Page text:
The 16th Venice Architecture Biennale — review

National pavilions (continued)


Occupying only a small area in the Arsenale behind mesh black curtains, the Latvian pavilion — titled Together and Apart — focuses on the typology of the apartment block and its role in life, society and the environment. Separated into four sections — Promise, Distance, Self, Warmth — the exhibition reflects on the fact that two-thirds of Latvians live in apartment buildings — the highest figure in Europe — and explores the culture and the challenges that have grown around this.

We see an array of housing advertisements extolling the social-democratic ideals of apartment-block design — residents are sold an idea of a better life and improved social status. Elsewhere, a mesmerising, beautiful installation explores the impact that living in apartment blocks has on the climate. Consisting of a sombre, metal model of an estate of apartment blocks over which smoke gently and eerily glides, the installation draws attention to energy-inefficient buildings, and the fact that the heating and cooling of buildings amounts to 40% of EU energy consumption.

One of the few pavilions to meaningfully tackle the significance of domestic space, the Latvian exhibition addresses housing in a socio-political, architectural, environmental, cultural and emotional way. Francesca Perry


In the creation of a ‘symposium’, the pavilion has been emptied out, its level floor replaced with a timber amphitheatre, creating an egalitarian agora through which to explore the concept of the ‘academic commons’ in both metaphorical and literal formats.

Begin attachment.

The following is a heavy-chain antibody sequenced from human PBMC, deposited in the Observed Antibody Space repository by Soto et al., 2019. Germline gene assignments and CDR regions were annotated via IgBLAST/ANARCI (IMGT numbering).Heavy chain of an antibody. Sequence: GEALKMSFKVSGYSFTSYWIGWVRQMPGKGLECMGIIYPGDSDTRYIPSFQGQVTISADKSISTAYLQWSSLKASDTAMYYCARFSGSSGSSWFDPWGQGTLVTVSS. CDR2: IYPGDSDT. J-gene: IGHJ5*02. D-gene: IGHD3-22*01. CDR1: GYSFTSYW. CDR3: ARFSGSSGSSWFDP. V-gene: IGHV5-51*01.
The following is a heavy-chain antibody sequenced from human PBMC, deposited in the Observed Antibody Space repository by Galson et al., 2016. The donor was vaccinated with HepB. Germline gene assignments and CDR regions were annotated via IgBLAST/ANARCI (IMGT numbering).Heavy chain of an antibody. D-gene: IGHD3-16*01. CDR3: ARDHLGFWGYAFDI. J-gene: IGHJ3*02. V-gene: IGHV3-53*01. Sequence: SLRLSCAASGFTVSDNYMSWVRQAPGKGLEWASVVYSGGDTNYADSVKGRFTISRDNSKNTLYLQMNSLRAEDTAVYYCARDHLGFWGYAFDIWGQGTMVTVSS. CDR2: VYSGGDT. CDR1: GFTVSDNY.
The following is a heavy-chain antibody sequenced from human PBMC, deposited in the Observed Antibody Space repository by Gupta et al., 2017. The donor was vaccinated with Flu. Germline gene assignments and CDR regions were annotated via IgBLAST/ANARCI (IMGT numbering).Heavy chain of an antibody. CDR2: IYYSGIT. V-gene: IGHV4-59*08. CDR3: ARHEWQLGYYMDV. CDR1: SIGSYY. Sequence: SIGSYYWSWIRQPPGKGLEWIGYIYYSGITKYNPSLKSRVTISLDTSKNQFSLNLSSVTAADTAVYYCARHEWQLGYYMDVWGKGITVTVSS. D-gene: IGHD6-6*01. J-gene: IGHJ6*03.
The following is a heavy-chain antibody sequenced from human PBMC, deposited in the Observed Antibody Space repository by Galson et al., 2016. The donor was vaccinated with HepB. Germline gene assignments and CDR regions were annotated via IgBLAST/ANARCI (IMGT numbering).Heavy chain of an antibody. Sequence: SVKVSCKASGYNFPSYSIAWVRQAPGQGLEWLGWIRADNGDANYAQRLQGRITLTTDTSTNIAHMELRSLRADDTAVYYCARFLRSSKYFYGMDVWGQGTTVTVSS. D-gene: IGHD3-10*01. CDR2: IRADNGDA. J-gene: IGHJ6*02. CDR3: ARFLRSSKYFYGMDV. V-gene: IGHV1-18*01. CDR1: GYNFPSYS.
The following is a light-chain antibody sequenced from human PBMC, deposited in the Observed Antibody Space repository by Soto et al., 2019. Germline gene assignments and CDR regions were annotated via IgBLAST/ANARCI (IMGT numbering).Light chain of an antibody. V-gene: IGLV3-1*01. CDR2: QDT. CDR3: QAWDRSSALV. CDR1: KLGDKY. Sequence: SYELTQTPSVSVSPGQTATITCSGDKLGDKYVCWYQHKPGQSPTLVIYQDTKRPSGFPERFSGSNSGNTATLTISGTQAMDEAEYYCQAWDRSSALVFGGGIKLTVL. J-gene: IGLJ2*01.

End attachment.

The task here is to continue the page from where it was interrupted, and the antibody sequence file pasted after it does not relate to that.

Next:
A grid of 56 3D-printed architectural models depicting only the common spaces of educational institutions is arranged throughout the space, raised up on slender rods to appear to float. Curated by Xristina Argyros and Ryan Neiheiser, the pavilion raises questions of how and where we learn, affording an insight into spatial and cultural relations as a catalyst for debate.

The presentation asks a lot of the visitor to give — and even research — their own interpretation, rather than providing them with a singular answer as so much of the Biennale is wont to do. But in doing so it celebrates a series of dichotomies: between the individual and the collaborative, between inside and outside, academia and practice, free space and boundaries, society and the state. Ruth Lang

United Arab Emirates

The title Lifescapes Beyond Bigness says it all. The UAE’s skyscrapers and malls create a playground of big architecture, but there is another side to its megacities, human-scaled and alive with humanity. ‘This exhibition challenges preconceptions about the UAE and the “bigness model”,’ curator Dr Khaled Alawadi of the Masdar Institute told Blueprint.